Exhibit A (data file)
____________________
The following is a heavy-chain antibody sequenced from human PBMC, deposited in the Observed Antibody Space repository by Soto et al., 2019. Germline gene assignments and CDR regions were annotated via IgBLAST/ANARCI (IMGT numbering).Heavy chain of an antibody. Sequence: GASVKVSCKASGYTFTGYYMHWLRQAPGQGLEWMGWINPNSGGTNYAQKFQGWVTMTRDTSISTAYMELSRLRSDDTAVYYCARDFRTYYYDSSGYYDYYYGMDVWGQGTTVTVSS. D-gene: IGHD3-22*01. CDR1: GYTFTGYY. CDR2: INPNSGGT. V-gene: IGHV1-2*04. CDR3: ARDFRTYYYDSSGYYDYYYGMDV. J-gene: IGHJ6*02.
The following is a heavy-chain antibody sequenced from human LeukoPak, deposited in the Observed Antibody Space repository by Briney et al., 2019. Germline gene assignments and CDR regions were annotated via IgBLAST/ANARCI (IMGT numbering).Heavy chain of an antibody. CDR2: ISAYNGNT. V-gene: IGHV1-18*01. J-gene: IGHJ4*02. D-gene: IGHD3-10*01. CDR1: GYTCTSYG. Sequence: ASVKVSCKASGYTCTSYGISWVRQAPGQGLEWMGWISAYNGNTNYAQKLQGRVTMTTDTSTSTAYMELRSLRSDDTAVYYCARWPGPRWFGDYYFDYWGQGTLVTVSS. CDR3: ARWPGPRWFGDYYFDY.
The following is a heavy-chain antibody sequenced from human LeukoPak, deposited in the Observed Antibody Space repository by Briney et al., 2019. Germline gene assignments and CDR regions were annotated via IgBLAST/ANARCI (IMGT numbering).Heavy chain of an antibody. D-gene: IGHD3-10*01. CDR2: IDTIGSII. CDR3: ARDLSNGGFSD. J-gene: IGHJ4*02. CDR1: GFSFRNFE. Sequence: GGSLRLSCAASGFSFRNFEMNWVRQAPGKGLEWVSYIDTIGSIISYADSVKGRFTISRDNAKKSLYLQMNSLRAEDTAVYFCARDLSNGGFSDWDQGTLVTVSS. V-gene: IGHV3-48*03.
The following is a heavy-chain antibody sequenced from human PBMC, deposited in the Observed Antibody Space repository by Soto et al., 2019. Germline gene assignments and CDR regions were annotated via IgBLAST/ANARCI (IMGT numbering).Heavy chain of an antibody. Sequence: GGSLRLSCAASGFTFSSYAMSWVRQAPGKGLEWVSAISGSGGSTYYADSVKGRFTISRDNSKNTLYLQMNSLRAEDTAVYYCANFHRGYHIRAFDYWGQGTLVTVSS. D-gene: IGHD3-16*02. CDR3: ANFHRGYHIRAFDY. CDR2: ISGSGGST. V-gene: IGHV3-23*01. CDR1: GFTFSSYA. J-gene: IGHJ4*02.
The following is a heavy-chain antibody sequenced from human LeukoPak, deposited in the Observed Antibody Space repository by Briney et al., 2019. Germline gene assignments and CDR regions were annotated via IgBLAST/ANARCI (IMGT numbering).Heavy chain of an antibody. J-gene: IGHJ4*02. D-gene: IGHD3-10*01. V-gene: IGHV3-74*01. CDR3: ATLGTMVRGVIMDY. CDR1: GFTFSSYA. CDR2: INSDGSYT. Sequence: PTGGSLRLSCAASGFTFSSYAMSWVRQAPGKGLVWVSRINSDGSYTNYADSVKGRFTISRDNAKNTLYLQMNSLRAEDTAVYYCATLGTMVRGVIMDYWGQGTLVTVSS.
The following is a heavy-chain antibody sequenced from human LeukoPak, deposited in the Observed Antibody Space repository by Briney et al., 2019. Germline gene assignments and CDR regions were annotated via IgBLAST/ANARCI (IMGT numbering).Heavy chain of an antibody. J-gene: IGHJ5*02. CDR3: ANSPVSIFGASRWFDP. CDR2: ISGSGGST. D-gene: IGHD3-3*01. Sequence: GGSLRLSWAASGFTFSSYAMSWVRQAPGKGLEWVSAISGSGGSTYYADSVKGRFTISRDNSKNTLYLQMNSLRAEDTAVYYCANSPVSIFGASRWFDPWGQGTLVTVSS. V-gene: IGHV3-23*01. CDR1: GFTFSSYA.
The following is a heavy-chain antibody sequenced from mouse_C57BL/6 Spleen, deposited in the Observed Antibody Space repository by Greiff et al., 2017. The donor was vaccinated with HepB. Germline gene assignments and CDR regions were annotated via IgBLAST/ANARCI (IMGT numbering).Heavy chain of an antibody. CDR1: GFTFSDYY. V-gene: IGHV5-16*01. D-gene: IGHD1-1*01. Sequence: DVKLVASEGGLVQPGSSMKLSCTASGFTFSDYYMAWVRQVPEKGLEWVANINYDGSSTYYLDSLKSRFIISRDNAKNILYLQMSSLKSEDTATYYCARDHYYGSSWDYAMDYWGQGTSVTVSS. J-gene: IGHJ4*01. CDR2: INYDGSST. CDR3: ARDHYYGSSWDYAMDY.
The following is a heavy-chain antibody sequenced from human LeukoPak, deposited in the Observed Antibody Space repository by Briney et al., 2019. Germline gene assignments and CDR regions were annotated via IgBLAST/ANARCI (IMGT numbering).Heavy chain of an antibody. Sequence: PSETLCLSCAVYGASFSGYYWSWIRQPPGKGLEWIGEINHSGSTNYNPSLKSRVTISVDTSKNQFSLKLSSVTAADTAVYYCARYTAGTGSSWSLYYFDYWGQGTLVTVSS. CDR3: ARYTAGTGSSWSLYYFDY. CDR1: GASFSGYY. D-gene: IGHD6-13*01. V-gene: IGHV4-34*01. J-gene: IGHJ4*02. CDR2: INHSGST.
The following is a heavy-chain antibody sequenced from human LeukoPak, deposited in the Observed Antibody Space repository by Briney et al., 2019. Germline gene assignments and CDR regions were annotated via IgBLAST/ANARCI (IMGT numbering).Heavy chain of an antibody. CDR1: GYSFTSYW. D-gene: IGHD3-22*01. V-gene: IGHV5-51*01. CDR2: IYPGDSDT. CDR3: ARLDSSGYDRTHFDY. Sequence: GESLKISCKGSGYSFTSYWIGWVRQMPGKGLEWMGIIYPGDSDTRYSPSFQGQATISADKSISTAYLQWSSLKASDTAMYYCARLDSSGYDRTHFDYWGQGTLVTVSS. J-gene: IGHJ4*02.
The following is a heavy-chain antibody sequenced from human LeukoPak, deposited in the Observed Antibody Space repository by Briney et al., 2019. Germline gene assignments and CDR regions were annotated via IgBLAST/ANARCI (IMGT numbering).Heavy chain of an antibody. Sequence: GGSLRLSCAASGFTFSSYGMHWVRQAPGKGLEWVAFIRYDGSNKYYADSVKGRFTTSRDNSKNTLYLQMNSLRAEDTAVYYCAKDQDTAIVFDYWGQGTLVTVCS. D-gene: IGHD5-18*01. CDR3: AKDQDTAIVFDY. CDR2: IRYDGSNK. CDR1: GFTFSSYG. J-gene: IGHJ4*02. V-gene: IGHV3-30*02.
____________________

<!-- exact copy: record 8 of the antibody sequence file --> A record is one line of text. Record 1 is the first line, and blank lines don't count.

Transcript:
The following is a heavy-chain antibody sequenced from human LeukoPak, deposited in the Observed Antibody Space repository by Briney et al., 2019. Germline gene assignments and CDR regions were annotated via IgBLAST/ANARCI (IMGT numbering).Heavy chain of an antibody. Sequence: PSETLCLSCAVYGASFSGYYWSWIRQPPGKGLEWIGEINHSGSTNYNPSLKSRVTISVDTSKNQFSLKLSSVTAADTAVYYCARYTAGTGSSWSLYYFDYWGQGTLVTVSS. CDR3: ARYTAGTGSSWSLYYFDY. CDR1: GASFSGYY. D-gene: IGHD6-13*01. V-gene: IGHV4-34*01. J-gene: IGHJ4*02. CDR2: INHSGST.